• Roshni

      I guess it’s difficult for any of us indisciplined types!! We get a major dose of discipline once we’re parents!!

  • Jack


    Absolutely right you are. We started addressing each other as Dad and Mom lest children call us by our names.

    Take care

    • Roshni

      Thanks, uncle! Yes, I know of many people who do the same for that very reason! πŸ˜€

  • Oh good… so I am not the only one who get’s the “It’s your fault” look from the Hubby when Sass tells a classmate that “Dat’s Batsh*t.” πŸ™‚ And he TOTALLY looked like a hairless, orange monkey when he was born….

    • Roshni

      LOL at the Batsh*t comment!!! Well, he looks adorable now!!! πŸ˜€

  • LOL πŸ˜€ True, how much we have to adapt ourselves πŸ˜€

    • Roshni

      I guess, we *finally* grow up!!

  • Parenting makes you aware of soooo many things you never thought of before–from language, to attitude, to food choices…even down to driving behavior! I try to do my best b/c I know these kids are soaking everything up like a sponge. Love the story about your little guy at the airport!

    • Roshni

      Sponge is a good term to use to describe them, Meredith! Only, I wish they would imbibe our good qualities more than the bad!!

  • chattywren

    This was a hilarious read Roshni! Seriously, these little ones are watching us all the time, it’s uncanny. We have to watch our step all the time. One of my friends tells me she and her husband schedule their fights after their son goes to sleep!!!

    • Roshni

      ahahhaha!! Yes, we too have had to be very careful about when and how we fight! No raising voices, although later we thought it might be a good idea to demonstrate that adults too can have a disagreement but can handle it with maturity and understanding!

  • Hilarious, this one is!! I can very well relate to it cuz’ I too had a little ‘F-mouth’, which got washed (just like yours), when my 15-month old San almost said the F-word after she tripped! And I wonder WHY the kids pick up the bad words faster (and better)! πŸ™‚

    • Roshni

      I can’t imagine San saying that!!, lol!!!

  • You are so right! Watching my language has been one of my biggest parenting challenges, and I am not entirely successful all the time. πŸ™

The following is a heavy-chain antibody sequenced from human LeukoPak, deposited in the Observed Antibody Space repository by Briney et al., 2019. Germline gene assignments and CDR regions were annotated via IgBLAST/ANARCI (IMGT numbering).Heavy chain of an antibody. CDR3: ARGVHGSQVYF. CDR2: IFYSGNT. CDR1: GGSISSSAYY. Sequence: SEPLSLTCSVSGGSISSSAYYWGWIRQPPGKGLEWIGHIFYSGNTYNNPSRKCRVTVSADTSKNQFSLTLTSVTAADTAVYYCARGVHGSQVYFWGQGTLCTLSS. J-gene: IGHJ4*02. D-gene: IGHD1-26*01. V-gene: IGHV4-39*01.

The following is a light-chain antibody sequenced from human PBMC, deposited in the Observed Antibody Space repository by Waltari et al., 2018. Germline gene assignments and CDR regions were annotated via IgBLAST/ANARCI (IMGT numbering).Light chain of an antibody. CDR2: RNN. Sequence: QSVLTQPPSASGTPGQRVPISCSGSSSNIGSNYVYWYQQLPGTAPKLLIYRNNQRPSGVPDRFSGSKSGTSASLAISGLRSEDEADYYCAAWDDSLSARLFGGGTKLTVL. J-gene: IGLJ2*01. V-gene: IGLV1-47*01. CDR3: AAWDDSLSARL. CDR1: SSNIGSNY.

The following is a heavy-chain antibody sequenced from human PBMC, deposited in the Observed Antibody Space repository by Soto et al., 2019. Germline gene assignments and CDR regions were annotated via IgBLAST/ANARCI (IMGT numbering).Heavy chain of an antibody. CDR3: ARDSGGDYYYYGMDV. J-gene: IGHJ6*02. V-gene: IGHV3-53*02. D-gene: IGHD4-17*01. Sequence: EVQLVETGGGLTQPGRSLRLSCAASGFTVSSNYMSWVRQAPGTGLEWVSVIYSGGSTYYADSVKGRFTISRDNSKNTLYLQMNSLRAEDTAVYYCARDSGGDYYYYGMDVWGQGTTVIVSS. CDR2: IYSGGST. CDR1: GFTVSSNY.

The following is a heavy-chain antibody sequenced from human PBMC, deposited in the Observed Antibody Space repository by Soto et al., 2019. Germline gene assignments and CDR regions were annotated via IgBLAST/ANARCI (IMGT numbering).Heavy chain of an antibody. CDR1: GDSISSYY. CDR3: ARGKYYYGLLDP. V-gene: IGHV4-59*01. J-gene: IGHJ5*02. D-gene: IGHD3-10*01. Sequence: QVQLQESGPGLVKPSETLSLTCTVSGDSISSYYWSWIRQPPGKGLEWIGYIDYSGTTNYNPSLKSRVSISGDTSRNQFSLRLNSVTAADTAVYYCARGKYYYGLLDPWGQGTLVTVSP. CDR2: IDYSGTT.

• Roshni

      okay, I finally see it, Mrs Sprwngeeeeee!!!! πŸ˜€

  • Next time I will not trust spellcheck. Sorry about my weird last name up there…

    • Roshni

      hmmm…don’t see it! Looks like the internet black-hole swallowed it up! πŸ™

  • This was great! I too have a potty mouth and it’s been tough to reel it in for the sake of the boys. And yes, you are so right about the little brothers imitating the big brothers — for better and for worse!

    • Roshni

      you would definitely know about that, Emily, with your three boys! πŸ˜€

  • Hahah … Good one Roshni … I relate to both throwing things and potty mouth tales !! So much to change!!

    • Roshni

      Thanks, Divya! Yes, we changed a lot after kids!!

  • Classic! ‘What do is so loud, that I can’t hear what you say’, as they say!

    Those watchful, prying eyes are watching everything. And soaking it all up. Every single thing! πŸ™‚ Ready to ape. Ape, did I say!?! hmm!

    • Roshni

      Aping is a very good word to use in this case! πŸ™‚

  • Jas

    hahaha πŸ™‚ They are always awake even when you don’t know πŸ™‚

    • Roshni

      True!! You don’t even realize that and that’s the time you let loose a swear word that they totally pick up!!

  • gosh!!… its so true.. whether happy or not, our children change us completely.. its gonna b super difficult for my husband .. πŸ™‚

    • Roshni

      πŸ™‚ tough for all potty mouths, but worth it!

  • Jay

    Such a good post Roshni, parenting is truly the hardest job I’ve ever had to do!

    • Roshni

      I absolutely agree with that, Jay!

  • Parenthood is a time of learning, oops! unlearning many things! Thoroughly enjoyed reading it.

    • Roshni

      Absolutely!! We learn to unlearn quite a few things!! πŸ˜€

  • Roshni, just loved your post. Had me laughing although it is indeed a serious matter..

    • Roshni

      Thank you, Shail! I did try to instill humor in it; it’s funny to think about it now, although at that time, we were mortified!

  • πŸ™‚ Too funny.

    My brother has the ability to really string together some curse words. One of his first son’s first full sentences was “Who left this f***ing tire in the middle of the driveway?”



    • Roshni

      Who indeed!! LOL!!!